Weather, temperature and rainfall
17.2°C and 28.6°C
6.5°C and 12.8°C
The area’s highest recorded rainfall in one day
Drinking water is limited or not available in this area, so it’s a good idea to bring your own.
The toilets are wheelchair accessible
- Non-flush toilets
Maps and downloads
Disability access level - easy
- The rainforest boardwalk is fully wheelchair-accessible, with disabled toilets at the small carpark near the entrance.
Starrs Creek picnic area is in Coorabakh National Park. Here are just some of the reasons why this park is special:
A legacy of timber harvesting
Before it was a national park, Coorabakh had a long history of forestry operations. This was once a centre of intensive logging - particularly during the World Wars - and visitors can still find physical remnants of the industry. One evocative site is the Langley Vale tramway, which was originally used to transport timber 21km from Old North Camp to Langley Vale, first by horse and later by steam engine. The line was abandoned in the 1940s, but relics still remain: timber bridges, elevated platforms, offcuts left to moulder in the forest, reclaimed by nature.
Eighteen forest ecosystems
The astonishing variety of forest ecosystems in Coorabakh vary from wet foothills covered in blackbutts to subtropical rainforest. This makes a visit a fascinating experience as you range from high lookouts over eucalyptus canopies to cool mossy creekbeds.
- Big Nellie lookout and picnic area Big Nellie, in Coorabakh National Park, and the scenic lookout at its base offers a vantage point for photography and birdwatching, as well as a great place to picnic.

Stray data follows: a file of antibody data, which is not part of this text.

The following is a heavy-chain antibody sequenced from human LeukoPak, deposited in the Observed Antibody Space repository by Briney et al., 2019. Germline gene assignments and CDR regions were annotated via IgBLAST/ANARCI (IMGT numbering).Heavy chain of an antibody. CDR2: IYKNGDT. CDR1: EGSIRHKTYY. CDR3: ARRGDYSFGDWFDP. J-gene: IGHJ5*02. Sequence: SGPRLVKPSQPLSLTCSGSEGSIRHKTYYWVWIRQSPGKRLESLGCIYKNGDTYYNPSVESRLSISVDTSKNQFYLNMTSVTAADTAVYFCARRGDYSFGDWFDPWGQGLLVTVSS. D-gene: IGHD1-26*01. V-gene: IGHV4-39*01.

- Flat Rock lookout Flat Rock lookout offers scenic views over the Coxcomb, Goonook and Killabakh nature reserves, as well as great picnicking and birdwatching opportunities.
- Newbys lookout Newbys lookout, on the edge of the Landsdowne escarpment, offers scenic views over Manning Valley as well as opportunities for birdwatching and picnicking.
Home to rare native species
The park is important at a regional level for a number of rare and significant plant species. There are also several species of threatened animal, including the spotted-tailed quoll, yellow-bellied glider, powerful owl and stuttering frog. Don’t forget your camera.
- Newbys Creek walk and caves A short walk along Newbys Creek in Coorabakh National Park takes visitors to a scenic cave, where a large overhanging rock creates a natural shelter above the stream.
- Starrs Creek picnic area Great for picnicking and birdwatching, Starrs Creek picnic area in Coorabakh National Park also offers an elevated boardwalk that opens up the rainforest on an easy walk.
The Aboriginal connection
Before Europeans arrived, the area was the traditional domain of the Ngaamba People. Research suggests that they once used the dramatic cliff lines and distinctive volcanic formations to navigate the region. They may also have been important for cultural practices, sites of sacred ceremonies and other social gatherings.